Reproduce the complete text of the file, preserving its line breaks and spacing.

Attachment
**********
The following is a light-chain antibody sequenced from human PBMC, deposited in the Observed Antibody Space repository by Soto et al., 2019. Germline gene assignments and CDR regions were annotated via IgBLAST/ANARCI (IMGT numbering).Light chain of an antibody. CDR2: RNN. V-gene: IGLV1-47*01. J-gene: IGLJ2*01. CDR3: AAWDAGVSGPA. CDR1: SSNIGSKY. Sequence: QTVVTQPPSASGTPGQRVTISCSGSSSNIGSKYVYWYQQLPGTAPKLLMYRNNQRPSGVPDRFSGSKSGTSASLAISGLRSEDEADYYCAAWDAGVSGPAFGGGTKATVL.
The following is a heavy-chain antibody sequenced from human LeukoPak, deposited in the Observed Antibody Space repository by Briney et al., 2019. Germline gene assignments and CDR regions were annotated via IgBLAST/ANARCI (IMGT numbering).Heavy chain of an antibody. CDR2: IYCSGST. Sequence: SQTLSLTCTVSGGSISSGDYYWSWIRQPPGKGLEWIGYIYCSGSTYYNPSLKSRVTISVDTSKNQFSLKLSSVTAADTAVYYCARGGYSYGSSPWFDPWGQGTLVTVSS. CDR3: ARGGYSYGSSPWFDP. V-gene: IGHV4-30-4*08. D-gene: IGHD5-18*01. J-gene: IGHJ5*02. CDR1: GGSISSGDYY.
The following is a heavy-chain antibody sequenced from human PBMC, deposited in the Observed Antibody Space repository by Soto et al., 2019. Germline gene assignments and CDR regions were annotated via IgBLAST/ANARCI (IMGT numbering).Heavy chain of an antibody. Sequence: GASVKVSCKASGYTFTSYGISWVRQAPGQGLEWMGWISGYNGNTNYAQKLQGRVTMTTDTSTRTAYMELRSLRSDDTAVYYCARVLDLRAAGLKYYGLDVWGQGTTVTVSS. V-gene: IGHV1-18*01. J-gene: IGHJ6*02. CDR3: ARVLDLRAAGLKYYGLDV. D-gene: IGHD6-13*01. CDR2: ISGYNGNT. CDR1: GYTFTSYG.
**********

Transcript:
The following is a light-chain antibody sequenced from human PBMC, deposited in the Observed Antibody Space repository by Soto et al., 2019. Germline gene assignments and CDR regions were annotated via IgBLAST/ANARCI (IMGT numbering).Light chain of an antibody. CDR2: RNN. V-gene: IGLV1-47*01. J-gene: IGLJ2*01. CDR3: AAWDAGVSGPA. CDR1: SSNIGSKY. Sequence: QTVVTQPPSASGTPGQRVTISCSGSSSNIGSKYVYWYQQLPGTAPKLLMYRNNQRPSGVPDRFSGSKSGTSASLAISGLRSEDEADYYCAAWDAGVSGPAFGGGTKATVL.
The following is a heavy-chain antibody sequenced from human LeukoPak, deposited in the Observed Antibody Space repository by Briney et al., 2019. Germline gene assignments and CDR regions were annotated via IgBLAST/ANARCI (IMGT numbering).Heavy chain of an antibody. CDR2: IYCSGST. Sequence: SQTLSLTCTVSGGSISSGDYYWSWIRQPPGKGLEWIGYIYCSGSTYYNPSLKSRVTISVDTSKNQFSLKLSSVTAADTAVYYCARGGYSYGSSPWFDPWGQGTLVTVSS. CDR3: ARGGYSYGSSPWFDP. V-gene: IGHV4-30-4*08. D-gene: IGHD5-18*01. J-gene: IGHJ5*02. CDR1: GGSISSGDYY.
The following is a heavy-chain antibody sequenced from human PBMC, deposited in the Observed Antibody Space repository by Soto et al., 2019. Germline gene assignments and CDR regions were annotated via IgBLAST/ANARCI (IMGT numbering).Heavy chain of an antibody. Sequence: GASVKVSCKASGYTFTSYGISWVRQAPGQGLEWMGWISGYNGNTNYAQKLQGRVTMTTDTSTRTAYMELRSLRSDDTAVYYCARVLDLRAAGLKYYGLDVWGQGTTVTVSS. V-gene: IGHV1-18*01. J-gene: IGHJ6*02. CDR3: ARVLDLRAAGLKYYGLDV. D-gene: IGHD6-13*01. CDR2: ISGYNGNT. CDR1: GYTFTSYG.